The recent four-part documentary about Ted Bundy delved a bit into the personal life of the man who took the lives of more than 30 women in at least five states, but one of the most significant women to shape his life got little more than a passing mention.
Diane Edwards may only have been in Bundy's life for a couple years, but as he said in Conversations with a Killer: The Ted Bundy Tapes, the relationship had a "lasting impact" on the budding serial killer, and many criminologists who’ve studies his pathology feel she influenced the type of women he hunted and the rage he felt toward them.
The definitive book on Ted Bundy is Ann Rule’s 1980 book The Stranger Beside Me, which not only explores the case in detail but also Ann’s personal relationship with Bundy, whom she worked alongside with at a suicide crisis hotline in the early ‘70s.
Bundy met Diane (referred to under the pseudonym Stephanie Brooks in the book) his junior year. She was from a very well-off family and represented the ideal for Bundy who described her as “a beautiful dresser, beautiful girl. Very personable. Nice car, great parents." Bundy admitted he felt like she was out of his league.
Ann, who knew Bundy for more than 10 years, suspects Diane was the first women he was ever intimate with and felt more strongly for her than she him. Over the summer, she went home to California and started to feel there wasn’t a future with Bundy, who didn’t have the drive and career goals she was looking for in a long-term mate.
Diane also seemed to detect some of the small signs her boyfriend wasn’t a good person. "She has a niggling suspicion that he used people, that he would become close to people who might do favors for him, and that he took advantage of them," Ann wrote in her book.
After Diane broke off the relationship, Bundy, who had dropped out of school, re-enrolled and set out to become the man Diane was searching for. He worked on a gubernatorial campaign for Republican governor Dan Evans, surrounded himself by influential Republicans, and began a relationship with Elizabeth Kloepfer, a young single mother.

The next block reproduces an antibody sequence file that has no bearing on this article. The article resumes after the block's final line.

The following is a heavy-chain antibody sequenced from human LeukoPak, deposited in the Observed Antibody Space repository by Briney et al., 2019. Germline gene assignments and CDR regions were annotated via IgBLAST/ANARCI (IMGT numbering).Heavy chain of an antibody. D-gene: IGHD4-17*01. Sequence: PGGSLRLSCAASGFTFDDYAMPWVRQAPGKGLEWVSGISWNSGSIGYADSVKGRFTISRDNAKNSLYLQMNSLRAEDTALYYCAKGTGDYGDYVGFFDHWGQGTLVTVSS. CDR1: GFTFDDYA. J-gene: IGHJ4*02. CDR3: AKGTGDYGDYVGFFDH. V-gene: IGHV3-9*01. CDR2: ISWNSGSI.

Once he graduated with a psychology degree in 1972, Bundy applied for law school and, while he was still dating Liz, reconnected with Diane. Bundy seemed to have tailored himself to be the man Diane was looking for and they discussed marriage. They may even have possibly been engaged, or at least Bundy introduced her as his fiancée to his boss, Governor Evans.
However, this rekindling was apparently a long-con revenge for Bundy, who decided to win Diane back just so he could break her heart. "I just wanted to prove to myself that I could have married her," Bundy said. After a month of radio silence, she asked why he had broken things off and he simply responded flatly, "I have no ideas what you mean," and never spoke to her again.
Diane dodged a bullet. Bundy had his revenge, but the same year he ended their relationship for the last time would also be the year he began hunting, raping, and killing women who all resembled his first love. Young, pretty women with long straight hair parted down the middle and bright futures seemed to be his exclusive interest in all the murders committed in Washington, Oregon, Utah, and Colorado.
Though his m.o. and targets changed a bit when he ended up in Florida after his second escape from jail, this was more likely to throw off police than a real change in appetite. It seems Bundy was always after the same woman until he was finally brought to justice.
Where is Diane now?
Diane/Stephanie went to great lengths to conceal her identity — who could blame her? — and maintain her privacy, so nothing is known about her whereabouts today. Ann Rule wrote that she got married and moved on with her life. Here’s hoping her life post-Bundy has been a happy one.
She did give an informative interview to Dr. Al Carlisle, the psychologist who studied Bundy after his conviction and published his findings in Violent Mind: The 1976 Psychological Assessment of Ted Bundy.
In her conversation with Dr. Carlisle, Diane was pretty frank in dismantling the cool, confidant, charismatic act Bundy pulled off later in his life. She characterized him as weak and a real people-pleaser. When they would have arguments, she said he was "pitifully weak" and "kowtowed" to her.
"This was my main criticism of him after the year and a half of our relationship," she continued. "He wasn’t strong. He wasn’t real masculine. If I got mad at him because he did something he sort of felt apologetic about it. He wouldn’t stand up for himself."